The SARS-CoV-2 virus can be spread through droplets and spread through aerosolization remains a secondary transmission method (compared with the primary methods of sneezing, coughing and surface transmission). The degree to which mitigation of viral transmission is achieved through air delivery systems is dependent upon inline filtration media. A typical office will have a minimum efficiency reporting value (MERV) of 8. At this level, 70 to 85% of particles ranging from 3.0 to 10.0 μm can be captured ⁹. This is insufficient to contain the virus. 

Cleanrooms are designed with more stringent minimum filtration efficiency, having a MERV of 7 or greater is required for the pre-filter (which is positioned ahead of heating and cooling equipment). Typically, pre-filters rated MERV-13 or higher are used (which carry the potential to exclude particles ranging from 0.3 to 10.0 µm). This is followed by a high-efficiency particulate air (HEPA) filter, located downstream of cooling coils and fans. A typical cleanroom HEPA filter will remove 99.97% of particles at 0.3 µm in size (described as the most penetrating particle size) ¹⁰.

While such filter systems are effective at preventing bacteria and microbial carrying particles from entering the cleanroom space, most viruses, including CoVs, range from 0.004 to 1.0 µm. While this might suggest that HEPA filtration has limited capacity for viral exclusion, in practice, like bacteria, few viruses are observed as individual particles. Most of the viruses expelled from the body are found combined with water, proteins, salts, and other components as large droplets and aerosols. This applies equally to SARS-CoV-2 in the form of aerosolized particles, which are found in a spectrum of sizes, typically 0.25 to 0.5 µm ¹¹. This indicates that HEPA filters play an important role in virus exclusion and hence towering he transmission potential of SARS-CoV-2 within the pharmaceutical and healthcare setting. One area of potential weakness relates to any gaps in the edges of filters which could result in a failure to remove pathogens from the shared air environment; such weaknesses should be detectable through properly executed HEPA filter integrity testing.

​Air changes and humidity control 

Within the cleanroom there are faster air exchange rates in contrast to office areas. Air change rates are designed to remove particles from cleanrooms at a relatively rapid rate (in the context of most cleanrooms having air change rates above 15 air changes per hour, evidence suggests lower transmission of viral infections under conditions of 20 air changes per hour). Furthermore, a 2018 study relating to the coronavirus MERS, in relation to air change rates, found that air change rates at 17 to 20 helped to reduce viral infection ¹² by exhausting a higher ratio of indoor air and any airborne viral particles present ¹³. Infection has also been shown to be reduced where there is temperature and relative humidity control (humidity above 50%) ¹⁴. Humidity adversely affects coronaviruses through causing interactions with the polar membrane heads that lead to conformational changes of the membrane, in turn this triggers disruption and inactivation of the virus. To assess the impact of indoor ventilation or humidity upon the viral load from air, virologists use bio samplers of the appropriate aerosolization efficiency. The type of lighting can also reduce the half-life of coronaviruses, under conditions of sunlight (although not applicable to most cleanrooms) and ultraviolet light (where germicidal lamps, such as 254-nm UV C, can be fitted in areas like changing rooms) ¹⁵.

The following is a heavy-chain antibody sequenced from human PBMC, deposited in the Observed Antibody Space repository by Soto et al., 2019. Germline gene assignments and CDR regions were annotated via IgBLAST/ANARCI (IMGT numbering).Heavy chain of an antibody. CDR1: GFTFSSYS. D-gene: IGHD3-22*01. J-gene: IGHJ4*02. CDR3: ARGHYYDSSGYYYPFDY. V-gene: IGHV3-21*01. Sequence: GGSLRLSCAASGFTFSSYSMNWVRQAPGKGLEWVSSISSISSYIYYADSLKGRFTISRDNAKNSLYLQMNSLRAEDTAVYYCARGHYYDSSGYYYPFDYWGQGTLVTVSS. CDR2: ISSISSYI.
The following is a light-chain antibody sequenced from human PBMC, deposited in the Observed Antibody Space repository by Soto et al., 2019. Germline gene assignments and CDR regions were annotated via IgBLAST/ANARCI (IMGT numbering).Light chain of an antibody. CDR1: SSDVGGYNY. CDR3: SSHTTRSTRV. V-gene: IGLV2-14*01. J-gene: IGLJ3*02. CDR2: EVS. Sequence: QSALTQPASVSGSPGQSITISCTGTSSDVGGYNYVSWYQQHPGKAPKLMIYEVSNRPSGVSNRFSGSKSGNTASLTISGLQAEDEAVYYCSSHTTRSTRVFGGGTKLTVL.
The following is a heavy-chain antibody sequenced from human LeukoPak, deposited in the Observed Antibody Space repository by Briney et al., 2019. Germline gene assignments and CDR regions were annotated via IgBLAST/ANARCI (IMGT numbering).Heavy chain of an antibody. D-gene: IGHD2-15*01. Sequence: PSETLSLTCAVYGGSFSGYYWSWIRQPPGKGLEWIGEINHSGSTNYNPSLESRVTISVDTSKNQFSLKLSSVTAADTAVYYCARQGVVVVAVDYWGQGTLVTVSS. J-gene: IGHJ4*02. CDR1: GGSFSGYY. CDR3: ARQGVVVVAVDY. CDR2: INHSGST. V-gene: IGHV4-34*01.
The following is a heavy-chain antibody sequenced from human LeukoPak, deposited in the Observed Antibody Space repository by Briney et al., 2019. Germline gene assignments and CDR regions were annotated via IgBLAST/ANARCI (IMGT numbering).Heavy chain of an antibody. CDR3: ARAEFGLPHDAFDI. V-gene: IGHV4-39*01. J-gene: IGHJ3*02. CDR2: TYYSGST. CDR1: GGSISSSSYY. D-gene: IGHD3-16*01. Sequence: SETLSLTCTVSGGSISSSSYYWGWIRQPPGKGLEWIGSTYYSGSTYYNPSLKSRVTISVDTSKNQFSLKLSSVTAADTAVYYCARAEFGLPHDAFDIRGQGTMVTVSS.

Other mitigating factors 

Given that surfaces can potentially be contaminated with SARS-CoV-2 particles from infected individuals and the settling of aerosolized viral particles and large droplets spread via talking, sneezing, coughing, then other measures need to be assessed. In relation to these risks, the virus survives longest at a relative humidity of 40 percent on plastic surfaces (with a half-life median of around 16 hours) and shortest in aerosol form (a half-life median of just under 3 hours) ¹⁶. Such other factors mitigating the transfer of viral particles in the cleanroom include the wearing of clean (often sterile) garments, face masks, and gloves (which are subject to regular sanitisation).




This article does not (and cannot) assert that working in cleanrooms protects cleanroom operators from virus like SARS-CoV-2. However, working within a cleanroom does not increase the risk of viral transmission. Given that viruses are commonly associated with larger particles (forming complexes with water, proteins, salts, and so on) in a range of sizes, most of which cannot penetrate high efficiency filters, the risk of ingress into cleanrooms is low. Within the cleanroom, protective measures include personnel behaviours and gowning, coupled with frequent glove sanitisation. Furthermore, ventilation, in terms of higher air exchange rates, is also important in reducing the transmission potential of SARS-CoV-2.  




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Author Information

Corresponding Author: Tim Sandle

                                          Bio Products Laboratory

                                          Email: timsandle@btinternet.com